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Eight-year employment suit hinges on issue of detriment

The fallout from the firing of Henry C. Suominen Jr. has stretched across eight years, producing a lawsuit, a jury trial, an appeal and a second jury trial.

Running through the spine of the proceedings was a promissory estoppel claim, and, central to that, the issue of detriment. Specifically, for Suominen, the key question became: Was staying with his employer because he believed he was verbally promised certain things detrimental to him?

Last month, a jury answered “no” to that question, finding in favor of defendants Goodman Industrial Equities Management Group, a Boston real estate development firm, and Steven E. Goodman, the principal of the company.

Suominen had worked for Goodman Industrial as a construction manager, at one point making $225,000 a year, an increase from his 1999 starting salary of $100,000.

Following his 2004 firing, Suominen sued the company alleging that Steven Goodman had broken an agreement to pay him certain compensation in addition to his salary.

Juries weigh in

The case initially culminated in a seven-day trial in Boston’s Suffolk Superior Court in 2008, with the jury finding in favor of the plaintiff on some of his claims, including one based on promissory estoppel. He was awarded $1.7 million, in large part on that claim.

The defendants appealed, arguing that the trial judge, Ralph D. Gants, who now sits on the Massachusetts Supreme Judicial Court, gave the wrong jury instructions.

Specifically, defense attorney Tyler E. Chapman of Boston’s Todd & Weld said Gants did not instruct the jury on the requirement to prove detriment in addition to proving that the plaintiff continued his employment in reliance on a promise.

Chapman took the case to the state Appeals Court, which found in 2011 that a retrial was necessary, but only for the limited issue of whether the plaintiff continuing his employment in reliance on his employer’s promise of future compensation was to the plaintiff’s detriment.

Back in Superior Court, a jury sided with the defendants. Chapman obtained the verdict in early March.

Chapman said the plaintiff was highly compensated and received “a significant benefit as he was leaving the company in the form of a large deal,” which the jury found was not detrimental.

It is not clear if the plaintiff will appeal. Suominen’s attorney, Ronald M. Jacobs of Boston’s Conn, Kavanaugh, Rosenthal, Peisch & Ford declined to comment.

Agreement and disagreement

The seeds of the suit were sown when Goodman and Suominen tried to work out a deal in which Suominen would receive a percentage of the “promote” — a type of profit — of certain projects.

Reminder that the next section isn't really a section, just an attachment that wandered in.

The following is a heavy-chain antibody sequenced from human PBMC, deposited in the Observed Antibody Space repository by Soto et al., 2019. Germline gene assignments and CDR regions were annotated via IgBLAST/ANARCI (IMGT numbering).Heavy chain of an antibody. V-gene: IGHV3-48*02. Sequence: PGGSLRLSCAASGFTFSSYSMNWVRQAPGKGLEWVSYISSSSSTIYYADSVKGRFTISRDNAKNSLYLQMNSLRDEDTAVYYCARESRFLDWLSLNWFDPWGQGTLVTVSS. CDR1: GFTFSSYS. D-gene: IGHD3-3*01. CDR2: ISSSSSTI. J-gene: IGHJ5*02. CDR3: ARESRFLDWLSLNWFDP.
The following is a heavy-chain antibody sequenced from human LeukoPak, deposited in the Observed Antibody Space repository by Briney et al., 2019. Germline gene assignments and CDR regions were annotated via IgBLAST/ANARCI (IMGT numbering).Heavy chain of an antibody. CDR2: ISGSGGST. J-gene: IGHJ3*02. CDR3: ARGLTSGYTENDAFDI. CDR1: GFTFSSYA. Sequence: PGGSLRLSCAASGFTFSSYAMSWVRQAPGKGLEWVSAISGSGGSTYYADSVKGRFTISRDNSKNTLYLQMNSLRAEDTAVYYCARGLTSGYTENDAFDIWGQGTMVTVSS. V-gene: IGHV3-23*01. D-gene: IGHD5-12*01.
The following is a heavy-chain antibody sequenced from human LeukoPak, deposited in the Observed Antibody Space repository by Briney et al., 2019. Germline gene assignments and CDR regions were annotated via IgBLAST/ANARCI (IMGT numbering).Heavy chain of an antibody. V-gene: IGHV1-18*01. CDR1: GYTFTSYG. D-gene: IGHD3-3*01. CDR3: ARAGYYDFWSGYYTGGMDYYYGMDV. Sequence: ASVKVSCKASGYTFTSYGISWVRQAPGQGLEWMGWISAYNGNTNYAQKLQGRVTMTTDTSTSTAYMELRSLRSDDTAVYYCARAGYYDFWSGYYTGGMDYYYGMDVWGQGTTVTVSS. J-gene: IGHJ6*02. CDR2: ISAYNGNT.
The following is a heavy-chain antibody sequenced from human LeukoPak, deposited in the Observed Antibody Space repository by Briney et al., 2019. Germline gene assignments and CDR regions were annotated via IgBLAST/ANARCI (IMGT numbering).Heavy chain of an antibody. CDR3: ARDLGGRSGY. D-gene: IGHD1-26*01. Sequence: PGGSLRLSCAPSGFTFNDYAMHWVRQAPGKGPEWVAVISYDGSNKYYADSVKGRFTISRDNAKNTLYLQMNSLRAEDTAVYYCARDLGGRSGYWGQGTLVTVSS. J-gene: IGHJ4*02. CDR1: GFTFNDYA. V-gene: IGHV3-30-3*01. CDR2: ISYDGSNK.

Suominen believed they had reached full agreement, but Goodman never signed an equity sharing contract. Goodman had decided the arrangement was too constraining, but never informed Suominen of his change in plan, according to the Appeals Court decision.

In March 2004, the two met to discuss Suominen’s compensation. Goodman said the meeting primarily focused on concerns about Suominen’s performance. Suominen, meanwhile, claimed the focus was on compensation he believed Goodman owed him.

In July, Goodman again met with Suominen and fired him, but also discussed a “transition period,” according to the Appeals Court ruling, during which Suominen would be allowed to continue to work on some existing projects, but not as an employee. Suominen did so, believing he would be compensated for that work as a consultant at the same rate of his most recent annual salary.

Less than a month after Suominen’s firing, however, Goodman sent him an email instructing him to refrain from doing any additional work. Goodman further refused to pay Suominen for the work he had done during the period Suominen assumed he was working as a “consultant.”

“The plaintiff took the position [that his] continuing employment was enough,” Chapman said. “If there had been a contract, I agree that continuing employment might be enough, but where there’s no contract, the whole point of promissory estoppel is you’ve got to show some detriment arising beyond that.”

‘What was the detriment?’

Rebecca G. Pontikes, a Boston employment attorney who was not involved in the case, said the Appeals Court raised a good point in questioning detriment when an employee receives a 125 percent raise.

Pontikes said the court was justified in sending the case back to the trial court if there was not much evidence of other higher-paying positions the plaintiff could have taken.

She added that the case is an exercise in the cliché “Get it in writing.”

“I realize you don’t want to be push and anger the employer, but if there’s nothing … in writing, you’re taking a lot of things on faith and hoping things work out,” she said.

Christopher J. Perry, an attorney at Morse, Barnes-Brown & Pendleton in Waltham, Mass., said the plaintiff would have to prove some harm was done to him as a result of his reliance on the verbal agreement, such as forgoing career opportunities to remain with the employer.

“The raise and making a lot of money is really irrelevant,” Perry said.

Boston lawyer Katherine J. Michon agreed, noting that events such as moving a residence or turning down jobs offers can be instrumental when proving detriment.

“It’s always good to think about what do you need to show,” said Michon, who practices at Shilepsky, Hartley, Robb, Casey, Michon. “Continued employment is not enough. What else do you have to have for the jury to find detriment? You have to be wary of that.”

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